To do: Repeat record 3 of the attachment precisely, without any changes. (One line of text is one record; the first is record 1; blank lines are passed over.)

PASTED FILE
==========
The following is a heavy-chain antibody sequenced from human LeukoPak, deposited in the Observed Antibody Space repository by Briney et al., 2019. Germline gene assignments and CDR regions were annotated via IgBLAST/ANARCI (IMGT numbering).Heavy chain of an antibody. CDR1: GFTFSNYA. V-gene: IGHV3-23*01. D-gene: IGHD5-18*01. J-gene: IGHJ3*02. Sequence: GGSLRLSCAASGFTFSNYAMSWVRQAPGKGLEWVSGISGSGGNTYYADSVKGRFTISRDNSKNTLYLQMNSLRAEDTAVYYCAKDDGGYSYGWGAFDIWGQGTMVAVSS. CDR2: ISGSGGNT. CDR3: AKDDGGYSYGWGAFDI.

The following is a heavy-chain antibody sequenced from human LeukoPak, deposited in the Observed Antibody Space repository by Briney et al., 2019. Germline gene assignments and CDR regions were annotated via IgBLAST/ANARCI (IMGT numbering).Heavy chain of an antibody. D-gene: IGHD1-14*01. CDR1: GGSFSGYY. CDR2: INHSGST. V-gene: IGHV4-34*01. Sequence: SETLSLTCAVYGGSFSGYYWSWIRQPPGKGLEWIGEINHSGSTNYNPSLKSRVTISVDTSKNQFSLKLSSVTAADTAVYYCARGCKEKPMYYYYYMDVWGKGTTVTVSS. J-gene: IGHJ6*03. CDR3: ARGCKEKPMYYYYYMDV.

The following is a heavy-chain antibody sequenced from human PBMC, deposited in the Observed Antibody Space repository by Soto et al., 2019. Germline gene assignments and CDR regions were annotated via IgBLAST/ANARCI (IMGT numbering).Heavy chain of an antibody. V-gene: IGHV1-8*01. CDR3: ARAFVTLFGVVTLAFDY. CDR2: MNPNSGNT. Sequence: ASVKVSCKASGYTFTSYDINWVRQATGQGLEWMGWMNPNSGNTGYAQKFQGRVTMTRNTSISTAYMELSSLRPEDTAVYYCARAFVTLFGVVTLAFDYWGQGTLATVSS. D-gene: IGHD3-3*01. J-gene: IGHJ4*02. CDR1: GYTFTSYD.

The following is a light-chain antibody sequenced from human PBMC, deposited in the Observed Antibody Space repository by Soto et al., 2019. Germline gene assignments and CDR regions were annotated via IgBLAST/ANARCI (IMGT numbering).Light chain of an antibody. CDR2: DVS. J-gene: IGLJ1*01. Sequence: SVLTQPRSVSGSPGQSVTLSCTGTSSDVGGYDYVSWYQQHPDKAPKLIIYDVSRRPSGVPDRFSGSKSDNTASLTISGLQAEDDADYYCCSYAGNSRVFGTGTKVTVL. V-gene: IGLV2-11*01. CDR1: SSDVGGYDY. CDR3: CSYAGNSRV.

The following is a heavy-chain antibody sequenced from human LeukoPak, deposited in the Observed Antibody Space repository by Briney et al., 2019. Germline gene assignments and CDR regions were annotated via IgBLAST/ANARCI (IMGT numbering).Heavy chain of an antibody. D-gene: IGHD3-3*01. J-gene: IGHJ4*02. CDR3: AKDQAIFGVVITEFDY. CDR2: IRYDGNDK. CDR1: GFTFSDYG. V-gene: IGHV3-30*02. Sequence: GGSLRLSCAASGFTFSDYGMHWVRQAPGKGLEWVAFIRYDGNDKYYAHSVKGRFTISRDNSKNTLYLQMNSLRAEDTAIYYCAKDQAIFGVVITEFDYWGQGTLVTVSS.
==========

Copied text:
The following is a heavy-chain antibody sequenced from human PBMC, deposited in the Observed Antibody Space repository by Soto et al., 2019. Germline gene assignments and CDR regions were annotated via IgBLAST/ANARCI (IMGT numbering).Heavy chain of an antibody. V-gene: IGHV1-8*01. CDR3: ARAFVTLFGVVTLAFDY. CDR2: MNPNSGNT. Sequence: ASVKVSCKASGYTFTSYDINWVRQATGQGLEWMGWMNPNSGNTGYAQKFQGRVTMTRNTSISTAYMELSSLRPEDTAVYYCARAFVTLFGVVTLAFDYWGQGTLATVSS. D-gene: IGHD3-3*01. J-gene: IGHJ4*02. CDR1: GYTFTSYD.